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Google has settled for $93 million with California, resolving allegations that the company used location data without informed consent, violating the state's consumer protection laws.
The settlement follows the California Department of Justice's multiyear investigation that found the tech giant deceived users by storing, collecting and using their location data for advertising and consumer profiling without consent, according to a news release from California Atty. Gen. Rob Bonta.
“Our investigation revealed that Google was telling its users one thing — that it would no longer track their location once they opted out — but doing the opposite and continuing to track its users’ movements for its own commercial gain," Bonta said in the release. "That’s unacceptable, and we’re holding Google accountable with today’s settlement."
A spokesperson for Google didn't immediately respond to a request for comment.
The settlement comes after Google reached settlements with 40 other states last year for $391.5 million over its location tracking practices.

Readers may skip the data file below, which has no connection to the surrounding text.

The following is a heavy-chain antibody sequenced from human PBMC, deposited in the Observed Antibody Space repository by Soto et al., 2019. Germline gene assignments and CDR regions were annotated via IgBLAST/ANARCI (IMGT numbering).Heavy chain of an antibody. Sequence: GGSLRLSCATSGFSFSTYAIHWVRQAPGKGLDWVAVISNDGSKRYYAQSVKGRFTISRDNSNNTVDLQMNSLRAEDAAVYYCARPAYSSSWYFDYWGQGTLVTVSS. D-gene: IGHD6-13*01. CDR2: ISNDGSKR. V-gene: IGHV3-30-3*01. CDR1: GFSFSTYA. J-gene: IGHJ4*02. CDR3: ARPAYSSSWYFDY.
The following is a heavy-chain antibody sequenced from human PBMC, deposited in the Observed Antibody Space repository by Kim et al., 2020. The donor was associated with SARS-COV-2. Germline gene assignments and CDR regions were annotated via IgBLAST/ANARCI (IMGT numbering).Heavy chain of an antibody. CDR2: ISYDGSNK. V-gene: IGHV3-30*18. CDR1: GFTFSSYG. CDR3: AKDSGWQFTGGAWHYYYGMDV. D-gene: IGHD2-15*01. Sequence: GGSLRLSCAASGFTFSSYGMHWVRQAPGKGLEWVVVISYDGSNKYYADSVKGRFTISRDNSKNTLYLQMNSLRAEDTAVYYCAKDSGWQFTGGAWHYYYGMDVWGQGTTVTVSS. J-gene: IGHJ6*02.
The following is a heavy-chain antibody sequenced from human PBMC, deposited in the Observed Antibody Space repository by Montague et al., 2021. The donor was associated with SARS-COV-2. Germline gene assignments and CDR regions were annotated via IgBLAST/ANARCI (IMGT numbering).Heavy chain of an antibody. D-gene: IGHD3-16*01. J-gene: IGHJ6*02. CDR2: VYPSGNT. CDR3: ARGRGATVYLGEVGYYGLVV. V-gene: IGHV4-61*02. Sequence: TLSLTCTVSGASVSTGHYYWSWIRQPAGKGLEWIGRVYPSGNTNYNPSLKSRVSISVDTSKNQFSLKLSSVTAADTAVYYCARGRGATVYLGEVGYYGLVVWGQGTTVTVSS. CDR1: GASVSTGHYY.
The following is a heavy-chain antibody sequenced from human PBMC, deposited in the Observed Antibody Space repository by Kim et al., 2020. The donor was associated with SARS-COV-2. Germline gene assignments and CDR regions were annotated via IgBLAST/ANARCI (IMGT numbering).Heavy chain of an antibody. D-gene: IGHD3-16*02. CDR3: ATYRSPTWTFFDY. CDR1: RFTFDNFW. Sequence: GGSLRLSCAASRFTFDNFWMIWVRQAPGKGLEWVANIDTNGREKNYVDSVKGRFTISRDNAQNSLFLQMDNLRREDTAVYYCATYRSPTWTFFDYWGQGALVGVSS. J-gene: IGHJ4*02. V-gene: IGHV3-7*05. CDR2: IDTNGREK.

The Mountain View-based company receives a good chunk of its revenue through location-based advertising because advertisers want to market to users based on where they're located. The company uses location data to create behavior profiles of its users to figure out which advertisements are best.
Bonta alleged in a complaint that Google deceived users by falsely telling them that if they turned off the "location history" setting on their browser their location data wouldn't be stored. According to the complaint, Google continued to store users' location data even after the setting was turned off. Google also allegedly falsely told users they could opt out of advertisements tailored to their location.
Under the settlement, Google will also be required to become more transparent about location tracking, show more information to users when they enable location-related settings and provide more information through a "location technologies" webpage that would include information about location data, according to the release.
The company will also be required to disclose to users if it uses location history data to build ad profiles.
This story originally appeared in Los Angeles Times.